10. Now We’re Getting Somewhere (Crowded House, 1986)

“I remember when I was in grammar school, and this song came out. I heard one of their mini concerts on the radio one night, and I fell in love with this song. They sound just as good live, as well as on the album”

9. Instinct (Gold, 2014)

“I think this song is about drug use, but something more than smoking pot: it’s about being addicted to, and smoking, heroin. “Monster” is far too sinister a term for pot, and the comment “Felt the burden (the monkey) lifting from my back” tells me that when the smoke hits, the “jonesing” that’s felt by not using for a while goes away. I also think the phrase “Laughing at the stony face of gloom” is too dark for just pot. Much more to this than smoking a joint. The whole thing: “your turn comes ’round”, “feel your attraction again”, etc., has to be about hard core addiction. Great melody, great lyrics, great song.”

8. Locked Out (Reality Bites, 1994)

“Neil wrote this after he read a Peter Carey novel I think That sounds really stupid, but I think it’s true, I’m trying to remember where I read that”

7. Distant Sun (Together Alone, 1993)

“I always thought it was “Wise enough to carry the scars without and pain, there’s no one to blame.” Funny, that line as I heard it has been such an inspiration to me throughout my life to take responsibility for my own failures and not show that they hurt me in any way. I will continue to sing the song the way I heard it because it means so much to me.”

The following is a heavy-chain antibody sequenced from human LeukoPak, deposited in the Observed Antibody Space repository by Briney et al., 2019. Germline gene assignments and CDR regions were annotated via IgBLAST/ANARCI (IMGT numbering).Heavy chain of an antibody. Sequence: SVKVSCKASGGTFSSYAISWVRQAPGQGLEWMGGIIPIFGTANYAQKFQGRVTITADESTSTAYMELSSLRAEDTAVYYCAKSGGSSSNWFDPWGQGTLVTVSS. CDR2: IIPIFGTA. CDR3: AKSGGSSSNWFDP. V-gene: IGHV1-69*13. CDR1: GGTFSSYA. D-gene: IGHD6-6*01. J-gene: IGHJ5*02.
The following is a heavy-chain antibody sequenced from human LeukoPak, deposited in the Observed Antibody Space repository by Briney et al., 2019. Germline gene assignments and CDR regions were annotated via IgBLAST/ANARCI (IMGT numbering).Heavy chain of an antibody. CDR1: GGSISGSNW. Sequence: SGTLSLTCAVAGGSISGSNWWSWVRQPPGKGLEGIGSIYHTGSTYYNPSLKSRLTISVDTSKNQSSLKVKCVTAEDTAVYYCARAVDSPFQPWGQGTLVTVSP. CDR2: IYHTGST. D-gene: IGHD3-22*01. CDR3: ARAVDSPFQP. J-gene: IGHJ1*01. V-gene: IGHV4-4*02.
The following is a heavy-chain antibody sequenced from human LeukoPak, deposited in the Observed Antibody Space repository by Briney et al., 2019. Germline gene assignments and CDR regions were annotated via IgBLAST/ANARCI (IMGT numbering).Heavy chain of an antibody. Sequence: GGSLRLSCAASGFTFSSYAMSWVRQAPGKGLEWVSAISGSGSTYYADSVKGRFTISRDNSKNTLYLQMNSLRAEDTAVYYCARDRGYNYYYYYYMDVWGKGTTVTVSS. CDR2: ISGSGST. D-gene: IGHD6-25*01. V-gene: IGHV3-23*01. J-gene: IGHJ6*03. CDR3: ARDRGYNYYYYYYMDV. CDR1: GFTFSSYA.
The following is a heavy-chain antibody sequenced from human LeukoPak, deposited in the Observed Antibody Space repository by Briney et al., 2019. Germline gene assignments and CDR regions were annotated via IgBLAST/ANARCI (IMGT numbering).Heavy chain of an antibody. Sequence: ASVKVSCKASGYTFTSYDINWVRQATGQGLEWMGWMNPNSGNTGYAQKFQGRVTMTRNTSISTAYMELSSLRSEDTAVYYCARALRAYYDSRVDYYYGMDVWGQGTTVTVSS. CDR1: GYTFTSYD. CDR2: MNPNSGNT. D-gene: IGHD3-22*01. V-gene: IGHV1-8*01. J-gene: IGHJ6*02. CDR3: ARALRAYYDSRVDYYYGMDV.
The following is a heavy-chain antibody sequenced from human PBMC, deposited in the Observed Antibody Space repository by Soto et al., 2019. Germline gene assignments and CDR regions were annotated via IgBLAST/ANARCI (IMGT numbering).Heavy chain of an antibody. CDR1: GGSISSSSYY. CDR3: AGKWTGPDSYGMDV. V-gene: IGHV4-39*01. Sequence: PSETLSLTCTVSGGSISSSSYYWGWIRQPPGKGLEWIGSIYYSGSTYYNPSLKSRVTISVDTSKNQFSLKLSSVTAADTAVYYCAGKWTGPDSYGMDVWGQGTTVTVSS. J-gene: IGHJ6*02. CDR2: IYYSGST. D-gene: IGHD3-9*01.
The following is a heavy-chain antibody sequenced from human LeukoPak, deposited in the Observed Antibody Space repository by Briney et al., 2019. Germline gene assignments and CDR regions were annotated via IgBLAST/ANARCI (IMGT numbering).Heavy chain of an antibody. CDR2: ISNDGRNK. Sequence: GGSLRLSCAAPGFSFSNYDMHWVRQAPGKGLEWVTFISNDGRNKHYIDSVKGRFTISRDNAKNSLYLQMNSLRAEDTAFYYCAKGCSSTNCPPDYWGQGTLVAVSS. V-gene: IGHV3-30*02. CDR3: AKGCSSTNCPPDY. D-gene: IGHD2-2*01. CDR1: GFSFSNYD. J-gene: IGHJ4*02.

6. In My Command (Together Alone, 1993)

“Addiction? Love? Taking control of oneself? Wanting someone else by helping them? A song from the “Together Alone” album that is ridiculously under rated.”

See more: Dave Matthews Band Albums Ranked

5. Something So Strong (Crowded House, 1986)

“Flat-out beautiful song from these Aussies. Provincialism is moot when you can make everything in the world right again, even for a short three or four minutes, simply by spinning a record.”

4. Fall at Your Feet (Woodface, 1991)

“This really is a brilliant song which i have listened to over and over again. I think its about a man trying to comfort a woman (cause her man cheated on her, she is in pain). And then “the finger of blame has turned upon itself”. They make the same mistake.”

3. Better Be Home Soon (Temple of Low Men, 1988)

“I think that this song is saying sorry. It is a story kinda, and he is saying that he knows that he hasn’t been honest “striping back the coats of lies and deceiption” And the husband and wife are now seperated, but he is saying, come home, it is his way of saying “I love you”

2. Weather with You (Woodface, 1991)

“This is one of my all time favourite songs. To me the song is about a sad lover that says every time his woman leaves him she takes the away his happiness with her. Maybe he refers to taking the weather as when she’s with him there’s sun shine (Happiness), when she leaves there’s rain (Pain). How’s that for an interpretation”

1. Don’t Dream It’s Over (Crowded House, 1986)

“This song actually has a breezy, carefree undertone to it. Throughout the song, the singer assumes a seemingly protective/senior role that is almost fatherly, telling “the Lover” to not be put down by all the adversities and trials in life. He calls out to her “Hey now, hey now” as if he is comforting her, and finally tells her the primary message of the song – “Don’t dream it’s over”; no matter how bad things get, to always stay positive and not lose her dreams.”